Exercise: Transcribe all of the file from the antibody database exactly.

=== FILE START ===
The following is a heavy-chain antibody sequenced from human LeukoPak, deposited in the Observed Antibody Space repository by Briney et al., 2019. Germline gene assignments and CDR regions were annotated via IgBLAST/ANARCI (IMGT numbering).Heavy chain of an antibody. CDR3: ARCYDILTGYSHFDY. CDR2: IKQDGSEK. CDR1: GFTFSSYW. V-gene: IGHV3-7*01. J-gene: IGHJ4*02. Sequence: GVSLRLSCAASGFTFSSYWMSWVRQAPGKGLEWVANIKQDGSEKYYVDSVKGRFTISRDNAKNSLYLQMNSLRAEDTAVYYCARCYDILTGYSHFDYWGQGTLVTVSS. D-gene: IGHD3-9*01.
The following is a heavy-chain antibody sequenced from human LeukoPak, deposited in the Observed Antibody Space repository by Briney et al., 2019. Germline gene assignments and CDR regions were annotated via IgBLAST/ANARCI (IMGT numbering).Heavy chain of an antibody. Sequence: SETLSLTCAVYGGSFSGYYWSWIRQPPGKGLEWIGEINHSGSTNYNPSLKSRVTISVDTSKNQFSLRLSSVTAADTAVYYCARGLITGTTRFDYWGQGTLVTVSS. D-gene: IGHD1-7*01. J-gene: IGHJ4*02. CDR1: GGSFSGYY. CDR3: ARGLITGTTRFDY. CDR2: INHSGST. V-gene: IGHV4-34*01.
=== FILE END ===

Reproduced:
The following is a heavy-chain antibody sequenced from human LeukoPak, deposited in the Observed Antibody Space repository by Briney et al., 2019. Germline gene assignments and CDR regions were annotated via IgBLAST/ANARCI (IMGT numbering).Heavy chain of an antibody. CDR3: ARCYDILTGYSHFDY. CDR2: IKQDGSEK. CDR1: GFTFSSYW. V-gene: IGHV3-7*01. J-gene: IGHJ4*02. Sequence: GVSLRLSCAASGFTFSSYWMSWVRQAPGKGLEWVANIKQDGSEKYYVDSVKGRFTISRDNAKNSLYLQMNSLRAEDTAVYYCARCYDILTGYSHFDYWGQGTLVTVSS. D-gene: IGHD3-9*01.
The following is a heavy-chain antibody sequenced from human LeukoPak, deposited in the Observed Antibody Space repository by Briney et al., 2019. Germline gene assignments and CDR regions were annotated via IgBLAST/ANARCI (IMGT numbering).Heavy chain of an antibody. Sequence: SETLSLTCAVYGGSFSGYYWSWIRQPPGKGLEWIGEINHSGSTNYNPSLKSRVTISVDTSKNQFSLRLSSVTAADTAVYYCARGLITGTTRFDYWGQGTLVTVSS. D-gene: IGHD1-7*01. J-gene: IGHJ4*02. CDR1: GGSFSGYY. CDR3: ARGLITGTTRFDY. CDR2: INHSGST. V-gene: IGHV4-34*01.